Since this initial burst of innovation, the franchises have settled into their respective tracks. Bond and Bourne feel like they’ve run out of steam with the current iteration of their main character, with Craig probably leaving after one more movie, and Matt Damon unsuccessfully trying to pass on the mantle to Jeremy Renner into a more episodic series. FF seems to realize that it’s close to the end with its current cast and storyline (unless they go to space), so it’s spinning off into a Hobbs-Shaw movie. MI continues along its path as the franchise with the most physically demanding and wildly inventive stunts, which will last as long as Cruise does, although a convenient time for the current run with director/writer Christopher McQuarrie would be to end after one more, to make a trilogy under his watch. In all honesty, I hope it doesn’t end for awhile. What’s exciting is that all of the franchises developed into their current forms at about the same time, which means there’s a good chance that they’ll start evolving in new directions at about the same time, which means they can indirectly influence each other again.


4 - Bond
4 - Bourne
4.5 - FF
5 - Mission: Impossible
Memorability measures iconic moments, catchphrases, and rewatchability. The Craig-era Bond films have been high on memorability, with Craig as perhaps the best Bond of all time, but that momentum has fallen off with Spectre. What’s cemented his place in the conversation as perhaps the best Bond is a contemporary maintenance of the franchise’s traditions, but adding some soul to the killing machine, to give some pathos to the martinis and the tuxedo, as the Craig reboot took us to Bond’s unexplored origins. If nothing else (and the above is hardly nothing), this series gave us one of the three best Bonds in Casino Royale, and a really good one in Skyfall.

The first three Bourne movies are the best three movie sequence in all of these franchises because they complete a cohesive arc; it might be the best action trilogy out there. I’ve said this before, but this franchise sometimes flies under the radar because the main character is meant to be anonymous, and the scale is a little bit smaller, and that robs us of iconic imagery. But, the car chases are some of the best on film, and the hand-to-hand fighting is top notch. The Bourne Legacy has even grown on me in rewatching it, which means the only real dud is Jason Bourne, and that’s partly because of the large shadow cast by the initial trilogy.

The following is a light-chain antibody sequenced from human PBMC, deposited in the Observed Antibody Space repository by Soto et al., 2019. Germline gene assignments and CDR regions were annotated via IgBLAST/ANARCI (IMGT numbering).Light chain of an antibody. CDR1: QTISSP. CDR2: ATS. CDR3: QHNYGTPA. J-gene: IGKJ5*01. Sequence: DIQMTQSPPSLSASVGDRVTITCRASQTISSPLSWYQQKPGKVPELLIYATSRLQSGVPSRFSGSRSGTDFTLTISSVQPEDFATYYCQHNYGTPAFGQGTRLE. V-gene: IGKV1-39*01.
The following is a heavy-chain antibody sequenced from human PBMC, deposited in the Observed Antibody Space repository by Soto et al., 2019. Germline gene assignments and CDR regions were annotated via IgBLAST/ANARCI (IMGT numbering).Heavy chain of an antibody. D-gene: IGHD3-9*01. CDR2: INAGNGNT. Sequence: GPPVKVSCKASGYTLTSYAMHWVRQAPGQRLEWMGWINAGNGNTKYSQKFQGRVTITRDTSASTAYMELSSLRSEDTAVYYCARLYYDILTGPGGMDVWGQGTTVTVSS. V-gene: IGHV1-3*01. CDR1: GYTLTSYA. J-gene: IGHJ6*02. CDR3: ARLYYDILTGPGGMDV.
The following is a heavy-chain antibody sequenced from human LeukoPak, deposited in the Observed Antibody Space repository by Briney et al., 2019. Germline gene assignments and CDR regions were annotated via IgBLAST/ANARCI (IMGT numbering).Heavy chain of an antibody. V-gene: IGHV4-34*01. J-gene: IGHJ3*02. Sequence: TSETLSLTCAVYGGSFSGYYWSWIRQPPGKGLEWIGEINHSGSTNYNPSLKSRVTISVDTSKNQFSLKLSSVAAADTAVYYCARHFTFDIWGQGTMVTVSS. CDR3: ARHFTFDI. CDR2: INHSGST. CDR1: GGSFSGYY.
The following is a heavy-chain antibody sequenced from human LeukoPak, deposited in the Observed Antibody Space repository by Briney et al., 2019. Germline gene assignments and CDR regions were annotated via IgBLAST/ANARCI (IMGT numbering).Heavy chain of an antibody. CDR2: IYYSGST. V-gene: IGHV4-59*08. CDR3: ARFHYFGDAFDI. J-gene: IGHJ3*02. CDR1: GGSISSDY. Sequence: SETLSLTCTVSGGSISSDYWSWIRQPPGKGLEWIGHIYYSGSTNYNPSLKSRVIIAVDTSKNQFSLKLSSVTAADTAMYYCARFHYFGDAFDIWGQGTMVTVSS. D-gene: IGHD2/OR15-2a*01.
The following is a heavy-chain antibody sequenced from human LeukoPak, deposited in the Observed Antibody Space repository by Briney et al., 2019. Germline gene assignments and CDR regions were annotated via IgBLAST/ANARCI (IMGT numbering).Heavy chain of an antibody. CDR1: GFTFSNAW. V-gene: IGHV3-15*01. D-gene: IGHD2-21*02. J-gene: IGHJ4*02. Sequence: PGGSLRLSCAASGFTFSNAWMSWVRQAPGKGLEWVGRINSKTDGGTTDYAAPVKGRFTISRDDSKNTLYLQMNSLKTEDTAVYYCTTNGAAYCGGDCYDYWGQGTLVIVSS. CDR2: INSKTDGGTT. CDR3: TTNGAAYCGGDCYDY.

The Fast and the Furious movies are some of the most fun experiences I’ve had going to the theater; it’s cartoonish in the best way possible. When I watched after school cartoons, I never totally worried about my favorites being in real danger, and even when Han and Giselle and Brian left, we stuck with it anyway, because we still like the CG that allows you to catch your family as they fly over the highway. I’ve mentioned the strength of the characters before, but to go from trying to make them cool to making them likable and humane is what makes these movies so watchable.

Mission: Impossible has the slight edge in overall standings (below), and I think that comes from its current streak of success, not really having a dud since Mission: Impossible 2, which is still a hilariously watchable mess. Top to bottom the overall quality of entertainment is the best, with instantly iconic moments like Tom Cruise running, and Tom Cruise hanging off a plane, and Tom Cruise climbing a mountain and the Burj Khalifa, and Tom Cruise being the most Tom Cruise he can possibly be. There are very few guarantees in movies, either making them or watching them, but a Mission: Impossible release is as close as it gets to guaranteed fun, which is what we’re looking for in an action film.

Overall totals:

Mission: Impossible - 18
The Fast and the Furious - 17.5
Bond - 15.5
Bourne - 15.5


  1. I moderately enjoyed Fallout as a large-screen $5 AMC Tuesdays spectacle, but was also seriously bored by the story, which revolves around an apolitical, vaguely motivated arms dealer yet again. Apolitical, vaguely motivated arms dealers are the baddies of M:I-III, Ghost Protes, Rogue Nation (just kidding, no actual rogue nation there), and now Fallout, not to mention all four Craig Bond flicks, as well as Fast & Furious 6-8, to boot. These villains have zero depth, completely unrelatable goals, and thus no dramatic interest. This is no doubt in large part because apolitical, vaguely motivated arms dealers are the easiest way not to offend foreign audiences, especially when said villains are generically white (which they almost always are). One has to go to TV, and a cracking action show like The Last Ship Season Three, to find a narrative bold enough to make, say, a Chinese head of state a major villain. (Don't worry, fellow liberals, there are plenty of awful Americans in that show and season, also.)

    No wonder, then, there's such an appetite for superhero flicks - though they're hardly devoid of apolitical, vaguely motivated villains (hello, HYDRA), the fantastical nature of the stories allows for a much greater diversity of characters and goals. Sure, the action/stunt sequences in Fallout were thrilling, but how many more of these cookie-cutter "defeat the arms dealer, before he can sell other people weapons, with which to do unspecified very bad things!" can we really take? Because I for one am so, so very tired of all that.

    (Takeaway: everyone should watch The Last Ship, the first four seasons of which are on Hulu. It's awesome!)

  2. I think you may have hit on why I prefer the Bourne series (as a whole) best of these - I like its consistently smaller scale.

    Bond movies creep me out, they always have. And what a surprise, there are no long lasting ladies in that world.

    1. It's such a bummer that they killed off the Bourne franchise with that lackluster final one. Just ran out of ideas.